Burgandy or Bordeaux?

Jul 16th, 2001, 06:43 PM
  #1  
Leslie
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Burgandy or Bordeaux?

I'm having a hard time deciding on which region to visit. Unfortunately due to time constraints I can only visit one region. I plan to spend 2 or 3 nights. Any suggestions? Also, can you recommend a REALLY NICE place to say in either region?

Thanks
 
Jul 16th, 2001, 08:09 PM
  #2  
Rex
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Drink Bordeaux.
Visit Burgundy.

By that, I mean that les Bordeaux are possibly the Cadillacs of wines, but Burgundy is a lot more varied and has a richer "hospitality" face for visiting, based on my (somewhat limited) travels in both regions.

Beaune might make the most sense of places to stay in Burgundy.

I know a nice place - - Chateau de Longsard - - but it is technically in the Beaujolais region of Burgundy, which is to say the southernmost reaches - - almost as far south as Lyon.

When you say "REALLY NICE" - - do you mean top-drawer, price- and elegance-wise? Maybe Chateau de Gilly (if memory serves me right); I think you can find a fair amount of very favorable info about it here on this forum by simply searching Gilly.

Best wishes,

Rex
 
Jul 16th, 2001, 09:40 PM
  #3  
John H
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Hi, Leslie,

We faced the same decision over the past two years and have opted to stay in Burgundy rather than Bordeaux. I think there's more to see and do, and Bordeaux itself does not seem to be a particularly interesting city (imho).

As far as lodging, two properties come to mind: Hotel Le Cep in Beaune (www.slh.com/cep) and, as Rex commented, Chateua de Gilly (www.slh.com/gilly), which is located between Dijon and Beaune. Both are very popular 4-star properties and fill up in advance (they are popular with the small, high-end tour groups).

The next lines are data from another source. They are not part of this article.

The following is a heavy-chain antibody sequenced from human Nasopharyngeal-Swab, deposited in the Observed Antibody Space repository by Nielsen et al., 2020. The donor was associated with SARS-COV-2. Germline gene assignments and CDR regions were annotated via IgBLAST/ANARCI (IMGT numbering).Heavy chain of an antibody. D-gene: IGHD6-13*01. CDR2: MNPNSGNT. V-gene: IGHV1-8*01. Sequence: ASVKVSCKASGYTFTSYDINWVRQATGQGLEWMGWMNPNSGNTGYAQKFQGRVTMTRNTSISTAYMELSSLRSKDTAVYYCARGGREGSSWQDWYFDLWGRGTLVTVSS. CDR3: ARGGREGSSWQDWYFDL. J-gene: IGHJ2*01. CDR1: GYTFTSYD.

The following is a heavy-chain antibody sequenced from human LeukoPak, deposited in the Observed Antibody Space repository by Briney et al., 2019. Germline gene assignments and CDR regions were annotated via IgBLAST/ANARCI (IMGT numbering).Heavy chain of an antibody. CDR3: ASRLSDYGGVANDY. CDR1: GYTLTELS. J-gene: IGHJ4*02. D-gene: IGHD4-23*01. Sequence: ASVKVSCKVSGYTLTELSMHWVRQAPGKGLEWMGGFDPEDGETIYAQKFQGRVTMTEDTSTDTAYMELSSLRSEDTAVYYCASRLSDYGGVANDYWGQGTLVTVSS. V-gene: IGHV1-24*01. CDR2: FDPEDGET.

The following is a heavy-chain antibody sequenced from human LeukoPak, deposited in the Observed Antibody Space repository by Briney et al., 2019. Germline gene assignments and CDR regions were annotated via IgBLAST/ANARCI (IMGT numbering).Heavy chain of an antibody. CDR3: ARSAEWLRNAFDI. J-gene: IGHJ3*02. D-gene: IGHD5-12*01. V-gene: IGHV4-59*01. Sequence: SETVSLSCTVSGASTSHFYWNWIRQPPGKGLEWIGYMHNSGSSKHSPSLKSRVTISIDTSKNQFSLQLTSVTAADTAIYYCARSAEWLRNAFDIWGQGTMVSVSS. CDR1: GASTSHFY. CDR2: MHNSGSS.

Happy travels,

John
 
Jul 17th, 2001, 12:23 AM
  #4  
Mike
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Drink Bordeaux? The best burgundies are probably the most expensive wines in the world - red and white - barring sweet wine, which isn't a speciality. I'm no expert, but the difference to me is between drinking something redolent of tobacco and your school pencil box (claret) or something with a touch of the farmyard (burgundy)! French wine is under assault from the New World, but, when it comes to Pinot Noir (burgundy), the consensus in what I read is that the fortress holds - burgundy is still easily the best, and New Zealand/USA must keep trying harder. I've never had a dry white from Bordeaux worth a light, so, if that's your pidgeon, it has to be Burgundy.

I once read a food critic's review of L'Esperance in Vezelay. He suggested that you ask the sommelier to pick out a lesser known burgundy for you. He concluded - "you will bless me for this advice".

Note that this property has had some well documented problems - money troubles and loss of a Michelin star - so it would justify a bit of research. Web site can be found via Relais et Chateaux.
 
Jul 17th, 2001, 02:41 PM
  #5  
Leslie
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Thank you all. I have booked the Chateau de Gilly and will enjoy BOTH burgandy and bordeaux while in France!

Only about two months to go....tick tick tick....

 
Jul 17th, 2001, 08:03 PM
  #6  
Santa Chiara
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Leslie,
I recently returned from a bike trip where we stayed one night at Chateaux de Gilly. You will love this place. It is beautiful, and the restaurant is fantastic. I loved the whole area, much more than I expected. Be sure to reserve a day for Beaune. It is a beautiful little town with dozens of shops devoted to wine. And the previous poster is so right about the wine. I learned for the first time in a long life of drinking wine how to really taste and appreciate it. My palate thanks me but my pocketbook is cursing me.

Have a great time.
 
Jul 18th, 2001, 12:34 AM
  #7  
Oaktown Traveler
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Leslie:

Again Rex is on the money. You can get additional opinions if you research this thread with your exact same question.
I do not mind a repeated question like this one. It makes my palate water!

Happy Travels
Oaktown
 
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